I would wholeheartedly recommend this program. The program has the perfect balance of theory and practice, all while encouraging a student to take advantage of the epi-center of the sports marketing industry right around us in metro NY. There is absolutely no reason why a graduate from this program cannot be successful in the sports industry. Manhattanville provides all the tools and access to all the opportunities; you need to either gain entry into the sports industry or to move up in your career. From the courses to the events and from the faculty to the alumni network, the program enables a student to unleash their true potential.

That said, I would like the program to have more of a global, analytical and digital perspective. I think we have elements of this present in the program, but we should tie it all together and leverage our many contacts to continue to make it a pioneer program for the college and the region.”

John Zanzarella, CMO, Silverback Social
"I started the Sports Business Management program at Manhattanville the summer after graduating from Fairfield University. I was working full time and attending class at night. It was an exciting time for me. I was learning from professors with real life experience, and accessing some incredible guest speakers who impacted my future career. One of the biggest benefits for me was the networking. I remain close with many of the other students from my year and have watched them grow the corporate ladder and become decision makers at huge companies. My advice for incoming students is to develop relationships with your fellow classmates. You never know how you will be able to help one another out in the future as your careers grow and evolve.”

Janine Galiotti, Senior Manager, Partnership Marketing at USTA

I had a wonderful experience in the Sports Business Management Program. As a student in the inaugural year of the program, I was a little weary about what to expect. I knew I wanted to work in sports but wasn't exactly sure how this program would help me. It turned out that all of the courses and professors that I had impacted the opportunities that I was offered and my current career, The program exceeded my expectations and I learned about various aspects of sports business that are important as a sports business professional. Being an athlete at Manhattanville I thought I was "in the know" of all things sports but the business side of it goes way beyond what you learn on the field and this program afforded me the opportunity to learn about the operations, the legal side, the economic side, the management side, etc.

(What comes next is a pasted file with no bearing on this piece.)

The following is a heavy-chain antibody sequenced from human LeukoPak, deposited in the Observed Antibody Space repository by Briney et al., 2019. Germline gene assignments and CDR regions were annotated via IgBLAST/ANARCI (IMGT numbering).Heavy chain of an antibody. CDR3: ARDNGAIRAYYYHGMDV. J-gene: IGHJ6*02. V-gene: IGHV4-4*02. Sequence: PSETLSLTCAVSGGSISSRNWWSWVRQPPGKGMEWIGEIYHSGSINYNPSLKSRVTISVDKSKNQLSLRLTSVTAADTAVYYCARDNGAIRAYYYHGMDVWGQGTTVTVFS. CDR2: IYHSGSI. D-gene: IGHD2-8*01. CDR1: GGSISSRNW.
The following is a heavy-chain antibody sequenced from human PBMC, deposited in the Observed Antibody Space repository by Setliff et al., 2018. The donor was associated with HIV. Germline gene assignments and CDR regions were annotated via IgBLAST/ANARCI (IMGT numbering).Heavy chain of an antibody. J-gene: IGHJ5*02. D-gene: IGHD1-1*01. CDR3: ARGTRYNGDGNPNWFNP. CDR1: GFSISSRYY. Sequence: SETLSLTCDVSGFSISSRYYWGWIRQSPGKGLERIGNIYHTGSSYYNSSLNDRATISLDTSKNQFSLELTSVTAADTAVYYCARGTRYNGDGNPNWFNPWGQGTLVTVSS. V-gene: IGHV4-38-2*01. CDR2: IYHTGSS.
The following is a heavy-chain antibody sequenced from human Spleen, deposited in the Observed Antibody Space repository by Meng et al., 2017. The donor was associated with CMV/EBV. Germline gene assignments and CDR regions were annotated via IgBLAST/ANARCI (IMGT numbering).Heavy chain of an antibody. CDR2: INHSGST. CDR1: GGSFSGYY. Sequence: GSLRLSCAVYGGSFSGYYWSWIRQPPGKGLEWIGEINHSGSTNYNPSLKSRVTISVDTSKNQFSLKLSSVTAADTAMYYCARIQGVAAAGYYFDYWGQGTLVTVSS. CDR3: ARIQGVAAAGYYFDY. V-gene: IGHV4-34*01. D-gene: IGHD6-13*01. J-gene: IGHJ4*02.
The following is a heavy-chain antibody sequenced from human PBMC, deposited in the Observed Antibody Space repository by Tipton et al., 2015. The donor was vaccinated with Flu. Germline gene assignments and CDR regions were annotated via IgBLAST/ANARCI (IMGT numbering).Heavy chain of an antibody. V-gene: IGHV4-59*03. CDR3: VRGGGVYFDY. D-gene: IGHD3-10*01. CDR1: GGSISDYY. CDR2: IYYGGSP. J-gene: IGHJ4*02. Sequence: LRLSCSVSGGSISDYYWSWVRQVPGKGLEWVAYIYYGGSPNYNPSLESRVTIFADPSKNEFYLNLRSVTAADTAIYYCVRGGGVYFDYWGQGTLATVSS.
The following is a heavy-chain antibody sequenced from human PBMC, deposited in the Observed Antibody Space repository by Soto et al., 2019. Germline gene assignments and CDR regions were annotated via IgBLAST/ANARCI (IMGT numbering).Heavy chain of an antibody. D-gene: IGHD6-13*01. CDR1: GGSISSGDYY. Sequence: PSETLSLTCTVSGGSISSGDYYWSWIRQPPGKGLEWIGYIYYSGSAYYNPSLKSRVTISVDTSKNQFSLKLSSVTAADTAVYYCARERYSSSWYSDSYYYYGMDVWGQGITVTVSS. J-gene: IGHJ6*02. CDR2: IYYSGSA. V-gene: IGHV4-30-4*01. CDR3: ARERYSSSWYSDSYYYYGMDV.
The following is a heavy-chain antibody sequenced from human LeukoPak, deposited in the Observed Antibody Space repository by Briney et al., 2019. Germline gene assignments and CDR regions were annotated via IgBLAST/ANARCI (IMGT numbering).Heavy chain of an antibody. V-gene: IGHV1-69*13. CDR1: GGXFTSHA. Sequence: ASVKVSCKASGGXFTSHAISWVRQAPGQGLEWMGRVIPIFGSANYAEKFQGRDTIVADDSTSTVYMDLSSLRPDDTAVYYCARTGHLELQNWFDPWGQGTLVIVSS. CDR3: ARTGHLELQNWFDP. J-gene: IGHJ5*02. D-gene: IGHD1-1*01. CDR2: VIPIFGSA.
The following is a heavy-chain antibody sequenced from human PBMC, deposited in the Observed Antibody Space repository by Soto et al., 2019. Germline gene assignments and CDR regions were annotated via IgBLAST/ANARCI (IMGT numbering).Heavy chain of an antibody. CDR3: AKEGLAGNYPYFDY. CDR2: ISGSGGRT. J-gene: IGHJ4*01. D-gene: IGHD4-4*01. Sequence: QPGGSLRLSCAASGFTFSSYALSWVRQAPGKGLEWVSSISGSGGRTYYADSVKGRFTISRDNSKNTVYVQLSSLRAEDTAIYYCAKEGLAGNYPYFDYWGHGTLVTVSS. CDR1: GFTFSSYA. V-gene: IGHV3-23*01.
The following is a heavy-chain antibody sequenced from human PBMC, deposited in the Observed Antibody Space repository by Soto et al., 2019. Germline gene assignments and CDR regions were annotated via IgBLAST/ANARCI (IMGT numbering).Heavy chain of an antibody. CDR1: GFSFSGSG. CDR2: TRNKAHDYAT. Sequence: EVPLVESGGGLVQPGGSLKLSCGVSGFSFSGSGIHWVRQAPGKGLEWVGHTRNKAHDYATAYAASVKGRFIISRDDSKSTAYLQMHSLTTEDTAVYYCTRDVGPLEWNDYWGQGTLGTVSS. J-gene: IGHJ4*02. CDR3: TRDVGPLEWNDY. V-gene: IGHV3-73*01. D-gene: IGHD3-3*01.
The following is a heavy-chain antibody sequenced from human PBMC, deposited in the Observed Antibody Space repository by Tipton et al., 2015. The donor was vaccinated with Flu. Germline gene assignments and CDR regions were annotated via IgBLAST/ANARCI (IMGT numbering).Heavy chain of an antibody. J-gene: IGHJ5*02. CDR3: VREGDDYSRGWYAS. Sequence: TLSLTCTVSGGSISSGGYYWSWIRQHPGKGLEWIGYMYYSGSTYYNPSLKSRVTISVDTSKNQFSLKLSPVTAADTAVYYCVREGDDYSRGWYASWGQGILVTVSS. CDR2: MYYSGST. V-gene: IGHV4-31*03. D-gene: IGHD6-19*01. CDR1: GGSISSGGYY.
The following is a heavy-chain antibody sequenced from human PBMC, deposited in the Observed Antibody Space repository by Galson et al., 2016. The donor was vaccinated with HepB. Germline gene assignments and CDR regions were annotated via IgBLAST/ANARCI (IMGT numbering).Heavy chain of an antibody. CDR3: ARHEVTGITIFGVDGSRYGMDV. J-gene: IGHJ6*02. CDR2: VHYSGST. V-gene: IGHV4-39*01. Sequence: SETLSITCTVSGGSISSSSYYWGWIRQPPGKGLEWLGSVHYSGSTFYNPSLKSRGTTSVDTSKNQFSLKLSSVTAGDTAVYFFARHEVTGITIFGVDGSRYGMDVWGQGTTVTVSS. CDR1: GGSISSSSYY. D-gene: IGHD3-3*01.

My biggest piece of advice that I have for incoming and current students who want to work professionally in sports is to network. I know that it is often said but it is so true. In sports business, everyone is somehow connected and the more opportunities you have to get in front of professionals in different fields, the greater chance you have of getting your foot in the door. It is not an easy field to just walk into but through LinkedIn, informational interviews, volunteer opportunities, internships etc. you will meet so many people and be privy to so many more opportunities. 

If it wasn't for the Manhattanville Sports Business Management program, I wouldn't have taken the career path that I am currently on. I was fortunate to receive an internship at Madison Square Garden through the program. This then led me to a dream job at the New York Yankees. Not only was this because of my internship, but Manhattanville's program offered trips to meet with business professionals in which I met an executive there, networked, stayed in touch and eventually worked for him right after graduation! Now, in my current role as a Senior Manager for the USTA, I am using a ton of the knowledge that I learned every day in the office and especially in the live event operations at the US Open. This program provided me with the knowledge I needed to not only start as an entry level coordinator but lessons that continue to help me grow in my career 10 years later! 

Devin Pacheco, Vice President, Event and Marketing at United Heroes League
“The SBM program is something that changed my life. I honestly would not be where I am without it. The doors that were opened and relationships that were developed during my time at Manahattanville are ones that could not have happened anywhere else. The proximity to NYC matched with the guest lectures is an asset that is second to none.”